Why Harry Redknapp Owes QPR's Renaissance To His Two Old Timers


Harry Redknapp made two critical decisions before the start of Queens Park Rangers’ narrow and unfortunate defeat to Liverpool.

He dropped Rio Ferdinand for Richard Dunne and he gave a start to his battle-scarred leviathan striker Bobby Zamora. Redknapp may have been beaten that day, but the tide turned.

Thanks to two much maligned Premier League old hands, QPR haven’t looked back since. 

The R’s only picked up four points from the next three games, but the level of performance in every encounter was off the chart, especially in comparison with the incompetence that preceded them.

They gave their all against Chelsea, they very nearly took three points from the champions Manchester City and they gave Aston Villa a real pounding. They no longer look such certainties for relegation. 

As the Premier League continues to fill with fleet-footed, spring-heeled sprites, men like Dunne and Zamora are the dusty guardians of a distant past. They are not artists, they are warriors. They represent the old ways. They were fed the pointy bits of elbows as young men and it was a moorish diet. They do not fear pain, nor do they seek to evade it.

Perhaps, in truth, they know that they are beyond death now. Far downstream, their legends already dominate the timeline. Men like Dunne and Zamora live forever.

Dunne was once known as the ‘Honey Monster’, which is the sort of nickname you don’t tend to hear very often these days.

A majestically big-boned young man, he added to his bulk by apparently drinking all of the Guinness.

Fortunately, Dunne played alongside the-even-bigger-boned Andy Morrison, the sort of central defender who definitely couldn’t play these days, if only because the graphics team at EA Sports would spend half the budget trying to draw his arse. But then Morrison left and Dunne’s size became more noticeable.

 

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Fortunately, Dunne was shrewd enough to change his ways. He trained harder and worked harder and the natural talent that Everton had spotted and then given up on, came to fruition at City. And still that talent runs true. It was never more obvious than at Stamford Bridge the weekend before last when he dominated his own penalty area, neutralising Diego Costa.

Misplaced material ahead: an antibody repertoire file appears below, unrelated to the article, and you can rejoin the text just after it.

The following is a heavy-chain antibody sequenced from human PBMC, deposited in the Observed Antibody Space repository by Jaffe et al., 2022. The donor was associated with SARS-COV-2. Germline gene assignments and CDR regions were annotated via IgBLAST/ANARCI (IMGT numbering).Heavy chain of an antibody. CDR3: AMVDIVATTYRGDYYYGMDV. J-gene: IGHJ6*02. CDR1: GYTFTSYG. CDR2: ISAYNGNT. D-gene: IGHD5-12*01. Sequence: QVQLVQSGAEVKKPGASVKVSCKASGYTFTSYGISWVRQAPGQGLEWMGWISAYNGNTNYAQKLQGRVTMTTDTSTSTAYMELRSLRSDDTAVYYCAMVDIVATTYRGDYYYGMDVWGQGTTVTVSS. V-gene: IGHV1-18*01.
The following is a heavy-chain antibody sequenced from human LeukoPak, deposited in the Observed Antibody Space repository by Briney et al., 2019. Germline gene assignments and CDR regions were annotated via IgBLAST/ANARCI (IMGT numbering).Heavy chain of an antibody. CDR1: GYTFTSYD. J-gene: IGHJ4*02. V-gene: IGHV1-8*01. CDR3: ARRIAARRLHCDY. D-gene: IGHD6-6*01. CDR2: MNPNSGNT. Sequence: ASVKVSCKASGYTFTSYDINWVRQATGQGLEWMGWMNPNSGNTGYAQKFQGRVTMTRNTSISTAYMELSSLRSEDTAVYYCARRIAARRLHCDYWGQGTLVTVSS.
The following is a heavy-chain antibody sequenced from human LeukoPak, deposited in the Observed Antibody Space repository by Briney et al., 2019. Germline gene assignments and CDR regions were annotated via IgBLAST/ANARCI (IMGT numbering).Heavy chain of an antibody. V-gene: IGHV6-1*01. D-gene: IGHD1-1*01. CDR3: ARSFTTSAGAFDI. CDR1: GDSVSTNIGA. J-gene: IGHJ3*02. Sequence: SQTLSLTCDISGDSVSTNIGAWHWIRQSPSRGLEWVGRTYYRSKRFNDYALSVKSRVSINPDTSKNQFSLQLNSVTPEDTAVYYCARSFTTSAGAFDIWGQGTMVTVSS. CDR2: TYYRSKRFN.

Rio Ferdinand may have been banned for three games for saying a Bad Word, but it will be far longer than that before he gets back in this team. Dunne and Steven Caulker are there to stay. 

But what of Zamora? While Dunne came through the academy at Everton, the road was harder for Zamora. He was released from West Ham’s academy as a young man and ended up at Bristol Rovers, even doing a loan spell at Bath City.

But it was at Brighton & Hove Albion that he made his name, scoring at a prodigious rate and eventually catching the eye of Glenn Hoddle at Tottenham.

But Zamora was not meant for White Hart Lane and he left to make an emotional return to West Ham after only scoring a single goal for Spurs. At Upton Park, he would help lead the Hammers back to the top flight and would later strike up an unlikely partnership with Carlos Tevez. 

But it was at Fulham where Zamora v2.0 was developed. A player who fought harder, who seemed taller, who saw clearer and thought quicker.

The limbs are creaking now and energy is used sparingly, but Charlie Austin will never have a better strike partner. Zamora is a siege tower, ungainly and surely in flagrant disregard of health and safety, but he is the only way that QPR are going to breach the perimeter. 

Redknapp toyed with a back three, experimented with a 4-5-1, but it’s four four f**king two that is going to save his reputation and keep QPR in the top flight. And for that, he has two old stagers to thank.

Read more from Iain Macintosh.